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Amazon To Acquire Hollywood Movie Studio MGM


Today, Amazon bought a movie studio. It paid nearly $8.5 billion for the 97-year-old MGM. And it's getting a lot more than James Bond and Rambo and Clarice Starling, it's also getting the "Housewives," Offred from "The Handmaid's Tale" and reality TV king Mark Burnett. For more on all of this, we're joined now by NPR TV critic Eric Deggans.

Hey, Eric.


CHANG: So tell us why Amazon would want to buy MGM. Like, what exactly is it getting for $8.5 billion?

DEGGANS: (Laughter) Yeah, a little more than a seaside getaway, I guess.

CHANG: (Laughter).

DEGGANS: You know, MGM, as you know, has a lot of movies. It's got 4,000 films, including "Silence Of The Lambs" and you mentioned James Bond. They've got 17,000 TV titles, TV shows. And it just seems...


DEGGANS: ...Like a further signal that Amazon isn't seeing its originals TV business as a boutique effort. They're serious about this. And at a time when streaming services really need to get bigger to really compete, they're pumping some major money into Amazon Prime Video, which you can only access if you subscribe to Amazon Prime. And it's known that CEO and founder Jeff Bezos has been pressuring the TV side to create bigger hits.

CHANG: Oh, like the "Lord Of The Rings" prequel that Amazon announced - what? - a few years ago?

DEGGANS: Exactly. They spent almost a half a billion dollars on the first season of that production. And the idea is to use these big TV hits to pull people into Amazon Prime memberships. It fuels something that Bezos has called the flywheel effect, where customers come in to Amazon Prime Video for streaming content, and then they wind up using Amazon Prime to buy other things from the company. And they're trying to reduce the churn that sometimes happens when people come in and they sample a streaming service, and then they go somewhere else.

CHANG: Right. Well, how significant are MGM's TV holdings? Like, could they provide the kind of huge hit that Bezos is looking for?

DEGGANS: I mean, it's tough to know. They've got a lot of interesting intellectual property that could be converted into streaming TV shows. But for example, the Broccoli family, which still controls the direction of the James Bond franchise, hasn't really allowed a TV or streaming spinoff in the way that "Star Wars" spun off "The Mandalorian" for Disney+.

Now, one unknown here is Mark Burnett. He's the executive producer of hit reality TV shows like "Survivor," "The Voice" and "The Apprentice." Now, he's chairman of MGM Television right now. And even though he's not really seen as somebody who's responsible for their scripted hits, I think the company hoped that he would develop unscripted hits for them. And because MGM also has the archives and outtakes of "The Apprentice" TV show, which starred our former president, Donald Trump, there's some questions about whether Jeff Bezos, who has had his conflicts with Trump...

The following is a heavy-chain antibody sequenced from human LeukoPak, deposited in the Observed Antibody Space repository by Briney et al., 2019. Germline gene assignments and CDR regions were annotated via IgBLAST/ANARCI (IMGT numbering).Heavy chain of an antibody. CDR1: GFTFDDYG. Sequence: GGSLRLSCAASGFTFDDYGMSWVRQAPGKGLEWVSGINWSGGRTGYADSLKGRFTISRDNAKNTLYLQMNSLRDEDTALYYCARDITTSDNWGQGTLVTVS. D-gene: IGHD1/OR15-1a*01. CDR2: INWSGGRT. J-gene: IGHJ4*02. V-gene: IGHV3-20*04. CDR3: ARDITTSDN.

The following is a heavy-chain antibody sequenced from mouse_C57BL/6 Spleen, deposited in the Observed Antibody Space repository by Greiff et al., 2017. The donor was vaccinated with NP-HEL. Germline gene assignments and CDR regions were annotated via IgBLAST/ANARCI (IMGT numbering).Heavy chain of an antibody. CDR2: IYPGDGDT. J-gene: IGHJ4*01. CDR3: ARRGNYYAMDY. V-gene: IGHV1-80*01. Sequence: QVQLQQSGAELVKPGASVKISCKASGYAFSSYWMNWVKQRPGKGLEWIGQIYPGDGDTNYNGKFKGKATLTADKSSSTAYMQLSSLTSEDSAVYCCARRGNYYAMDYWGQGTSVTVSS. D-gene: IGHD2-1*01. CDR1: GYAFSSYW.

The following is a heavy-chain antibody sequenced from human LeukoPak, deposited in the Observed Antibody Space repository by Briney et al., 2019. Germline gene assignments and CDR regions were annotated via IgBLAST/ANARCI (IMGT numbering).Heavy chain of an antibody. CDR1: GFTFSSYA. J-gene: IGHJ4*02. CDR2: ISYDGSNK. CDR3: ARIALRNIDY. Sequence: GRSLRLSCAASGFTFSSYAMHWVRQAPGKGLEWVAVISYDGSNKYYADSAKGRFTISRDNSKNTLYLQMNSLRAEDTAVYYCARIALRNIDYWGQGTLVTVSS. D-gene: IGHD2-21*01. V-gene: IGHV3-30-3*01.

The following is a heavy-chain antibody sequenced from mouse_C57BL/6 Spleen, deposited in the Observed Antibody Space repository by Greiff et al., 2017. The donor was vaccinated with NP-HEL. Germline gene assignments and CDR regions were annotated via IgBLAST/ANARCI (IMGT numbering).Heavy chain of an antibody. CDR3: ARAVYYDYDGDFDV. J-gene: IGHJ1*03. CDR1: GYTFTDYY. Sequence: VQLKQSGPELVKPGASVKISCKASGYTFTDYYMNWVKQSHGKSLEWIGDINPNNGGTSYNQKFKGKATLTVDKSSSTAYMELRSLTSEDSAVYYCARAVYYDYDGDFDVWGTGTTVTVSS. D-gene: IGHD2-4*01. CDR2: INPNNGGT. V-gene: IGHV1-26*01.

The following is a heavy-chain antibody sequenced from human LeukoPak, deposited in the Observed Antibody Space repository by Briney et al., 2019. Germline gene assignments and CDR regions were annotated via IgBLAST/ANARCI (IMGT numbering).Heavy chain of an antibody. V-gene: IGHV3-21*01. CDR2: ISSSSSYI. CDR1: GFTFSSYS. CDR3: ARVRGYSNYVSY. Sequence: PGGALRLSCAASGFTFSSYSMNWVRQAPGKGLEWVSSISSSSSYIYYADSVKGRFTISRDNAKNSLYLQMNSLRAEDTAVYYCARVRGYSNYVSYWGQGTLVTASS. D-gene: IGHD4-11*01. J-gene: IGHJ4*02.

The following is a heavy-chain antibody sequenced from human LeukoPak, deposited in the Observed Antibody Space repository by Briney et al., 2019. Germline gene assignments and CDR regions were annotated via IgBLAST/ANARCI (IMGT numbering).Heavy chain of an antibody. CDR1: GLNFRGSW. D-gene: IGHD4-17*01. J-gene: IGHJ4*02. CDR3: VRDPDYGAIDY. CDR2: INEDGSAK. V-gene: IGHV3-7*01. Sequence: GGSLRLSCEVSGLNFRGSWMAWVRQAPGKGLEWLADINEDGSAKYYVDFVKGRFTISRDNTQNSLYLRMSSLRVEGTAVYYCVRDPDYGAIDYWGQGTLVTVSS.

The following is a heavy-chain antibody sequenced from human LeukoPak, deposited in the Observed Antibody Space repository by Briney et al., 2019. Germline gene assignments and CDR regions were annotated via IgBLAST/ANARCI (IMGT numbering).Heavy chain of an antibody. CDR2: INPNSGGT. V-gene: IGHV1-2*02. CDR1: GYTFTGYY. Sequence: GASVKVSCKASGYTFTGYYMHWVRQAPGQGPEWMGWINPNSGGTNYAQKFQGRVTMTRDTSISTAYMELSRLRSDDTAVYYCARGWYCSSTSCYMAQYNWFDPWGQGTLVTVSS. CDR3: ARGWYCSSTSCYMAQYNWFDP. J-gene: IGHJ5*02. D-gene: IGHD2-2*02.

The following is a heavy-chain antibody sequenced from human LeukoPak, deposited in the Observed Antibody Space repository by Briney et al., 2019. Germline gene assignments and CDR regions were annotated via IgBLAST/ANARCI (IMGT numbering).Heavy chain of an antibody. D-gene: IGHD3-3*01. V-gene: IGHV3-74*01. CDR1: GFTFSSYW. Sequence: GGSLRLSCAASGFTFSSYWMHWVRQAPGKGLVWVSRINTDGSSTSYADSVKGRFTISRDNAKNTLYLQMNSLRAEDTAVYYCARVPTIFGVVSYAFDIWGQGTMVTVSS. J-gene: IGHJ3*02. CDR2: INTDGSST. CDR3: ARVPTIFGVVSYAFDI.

CHANG: Right.

DEGGANS: ...Might have access to long-rumored outtakes showing Trump saying sexist and racist things on "The Apprentice." And late-night host Stephen Colbert even joked about it last night. Let's check it out.


STEPHEN COLBERT: Holy mother of DVD extras - the private footage of a TV billionaire is going to belong to an actual billionaire. Bezos could release it all on Amazon Prime as the follow-up to "Fleabag."

DEGGANS: And then he said a phrase that we can't really say on the radio (laughter).

CHANG: I imagine. All right. Well, all of this sounds like a whole lot of media consolidation. Do you think it'll be an issue with federal regulators?

DEGGANS: Well, my hunch is that Amazon's going to cite all its other competitors in streaming TV like Apple and Netflix and Disney+ to say that there's going to be lots of competition. It already owns a studio that makes TV shows and films. But it's telling that Amazon won't predict when this deal might close or speculate much on how they're going to incorporate MGM's film and TV assets into the current setup on Amazon Prime Video.

CHANG: That is NPR TV critic Eric Deggans.

Thank you, Eric.

DEGGANS: Thank you.

(SOUNDBITE OF BONOBO'S "CIRRUS") Transcript provided by NPR, Copyright NPR.

Eric Deggans is NPR's first full-time TV critic.